Project description:Transplantation of neural stem cells (NSCs) is a potential strategy for the treatment of spinal cord transection (SCT). Here we investigated whether transplanted NSCs would improve motor function of rats with SCT and explored the underlying mechanism. First, the rats were divided into sham, SCT, and NSC groups. Rats in the SCT and NSC groups were all subjected to SCT in T10, and were administered with media and NSC transplantation into the lesion site, respectively. Immunohistochemistry was used to label Nestin-, TUNEL-, and NeuN-positive cells and reveal the expression and location of type I insulin-like growth factor receptor (IGF-1 R). Locomotor function of hind limbs was assessed by Basso, Beattie, Bresnahan (BBB) score and inclined plane test. The conduction velocity and amplitude of spinal nerve fibers were measured by electrophysiology and the anatomical changes were measured using magnetic resonance imaging. Moreover, expression of IGF-1 R was determined by real-time polymerase chain reaction and Western blotting. The results showed that NSCs could survive and differentiate into neurons in vitro and in vivo. SCT-induced deficits were reduced by NSC transplantation, including increase in NeuN-positive cells and decrease in apoptotic cells. Moreover, neurophysiological profiles indicated that the latent period was decreased and the peak-to-peak amplitude of spinal nerve fibers conduction was increased in transplanted rats, while morphological measures indicated that fractional anisotropy and the number of nerve fibers in the site of spinal cord injury were increased after NSC transplantation. In addition, mRNA and protein level of IGF-1 R were increased in the rostral segment in the NSC group, especially in neurons. Therefore, we concluded that NSC transplantation promotes motor function improvement of SCT, which might be associated with activated IGF-1 R, especially in the rostral site. All of the above suggests that this approach has potential for clinical treatment of spinal cord injury.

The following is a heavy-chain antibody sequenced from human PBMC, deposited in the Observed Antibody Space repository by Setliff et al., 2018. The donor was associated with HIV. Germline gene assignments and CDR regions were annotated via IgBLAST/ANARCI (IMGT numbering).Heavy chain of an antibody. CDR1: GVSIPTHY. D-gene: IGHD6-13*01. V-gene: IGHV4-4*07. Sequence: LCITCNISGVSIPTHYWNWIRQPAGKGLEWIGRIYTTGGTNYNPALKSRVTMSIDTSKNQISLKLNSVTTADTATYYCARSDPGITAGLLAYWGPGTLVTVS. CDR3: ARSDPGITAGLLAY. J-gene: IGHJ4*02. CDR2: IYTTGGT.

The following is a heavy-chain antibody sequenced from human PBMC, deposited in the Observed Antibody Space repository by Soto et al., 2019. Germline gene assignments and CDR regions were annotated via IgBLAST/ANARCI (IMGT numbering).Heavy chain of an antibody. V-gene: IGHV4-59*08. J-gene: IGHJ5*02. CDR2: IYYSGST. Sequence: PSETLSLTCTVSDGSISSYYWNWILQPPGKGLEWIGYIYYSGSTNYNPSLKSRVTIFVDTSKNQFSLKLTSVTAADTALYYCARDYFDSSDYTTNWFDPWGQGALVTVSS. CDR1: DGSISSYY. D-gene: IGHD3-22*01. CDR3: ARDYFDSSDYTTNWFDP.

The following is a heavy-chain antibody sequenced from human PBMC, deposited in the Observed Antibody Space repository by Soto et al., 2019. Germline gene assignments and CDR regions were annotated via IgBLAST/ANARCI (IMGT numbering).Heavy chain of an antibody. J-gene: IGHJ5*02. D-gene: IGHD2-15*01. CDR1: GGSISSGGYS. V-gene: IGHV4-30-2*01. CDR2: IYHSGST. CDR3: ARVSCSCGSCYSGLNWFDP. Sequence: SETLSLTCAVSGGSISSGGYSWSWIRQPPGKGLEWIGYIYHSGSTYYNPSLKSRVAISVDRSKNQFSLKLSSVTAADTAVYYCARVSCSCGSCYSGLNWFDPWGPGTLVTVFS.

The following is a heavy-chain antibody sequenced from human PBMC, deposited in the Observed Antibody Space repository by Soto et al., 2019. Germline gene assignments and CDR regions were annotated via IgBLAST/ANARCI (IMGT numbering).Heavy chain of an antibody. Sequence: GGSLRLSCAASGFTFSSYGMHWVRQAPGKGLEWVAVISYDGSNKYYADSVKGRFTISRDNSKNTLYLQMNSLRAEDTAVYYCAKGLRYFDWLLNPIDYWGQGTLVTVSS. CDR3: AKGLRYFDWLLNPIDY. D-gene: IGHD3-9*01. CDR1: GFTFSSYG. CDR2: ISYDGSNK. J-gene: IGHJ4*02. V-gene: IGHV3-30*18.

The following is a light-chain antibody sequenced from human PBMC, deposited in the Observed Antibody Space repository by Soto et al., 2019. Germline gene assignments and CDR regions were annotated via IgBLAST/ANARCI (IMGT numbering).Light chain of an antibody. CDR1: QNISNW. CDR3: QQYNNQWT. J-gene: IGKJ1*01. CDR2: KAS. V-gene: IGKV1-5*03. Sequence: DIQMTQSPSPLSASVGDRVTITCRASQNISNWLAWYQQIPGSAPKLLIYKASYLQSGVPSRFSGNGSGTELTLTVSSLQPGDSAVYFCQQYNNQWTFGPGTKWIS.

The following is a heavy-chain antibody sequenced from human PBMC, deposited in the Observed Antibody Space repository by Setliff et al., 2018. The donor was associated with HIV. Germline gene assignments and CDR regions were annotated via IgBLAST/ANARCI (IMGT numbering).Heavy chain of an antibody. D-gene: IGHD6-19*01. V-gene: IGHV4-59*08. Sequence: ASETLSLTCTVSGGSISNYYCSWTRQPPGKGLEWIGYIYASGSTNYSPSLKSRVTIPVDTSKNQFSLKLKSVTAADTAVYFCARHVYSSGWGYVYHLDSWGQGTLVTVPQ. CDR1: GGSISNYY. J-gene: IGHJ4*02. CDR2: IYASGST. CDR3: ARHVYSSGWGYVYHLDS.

Project description:BACKGROUND Spinal cord injury (SCI) causes a rapid loss of motor neurons, leading to weakness and paralysis. Transplantation of neural stem cells is known to restore the neuronal activity but is inefficient due to limited regenerative capability and low rate of survival. There has been an emphasis on the use of growth factors along with neural stem cells (NSCs) to enhance the neuronal recovery. Transplantation of recombinant NSCs with vascular endothelial growth factor (VEGF) might promote neuronal repair. This effect might be attributed to the reduced transient receptor potential vanilloid 1 (TRPV1) expression following transplantation. MATERIAL AND METHODS NSCs were cultured from the embryos of Sprague-Dawley rats (E12.5). Four group of rats (n=10, each) were subjected to SCI and allowed to recover for 1 week. Recombinant VEGF-NSCs, normal NSCs and PBS were intrathecally administered to the rats. VEGF and TRPV-1 expression at mRNA and protein level was evaluated. ELISA was performed to determine the release of neurotrophic factors after the transplantation. Motor neurons and axons were counted and the motor behavioral outcome was assessed using the rota-rod test. RESULTS VEGF-NSC transgene transplantation resulted in an enhanced neuronal repair and motor behavioral outcome compared to the normal NSCs transplanted group. VEGF-NSCs increased the release of neurotrophic factors and reduced the expression of TRPV1. CONCLUSIONS Recombinant VEGF-NSCs transplantation following SCI is more efficacious compared to normal NSC transplantation. This might also be related to a reduced pain in the process of recovery due to reduced TRPV1 expression.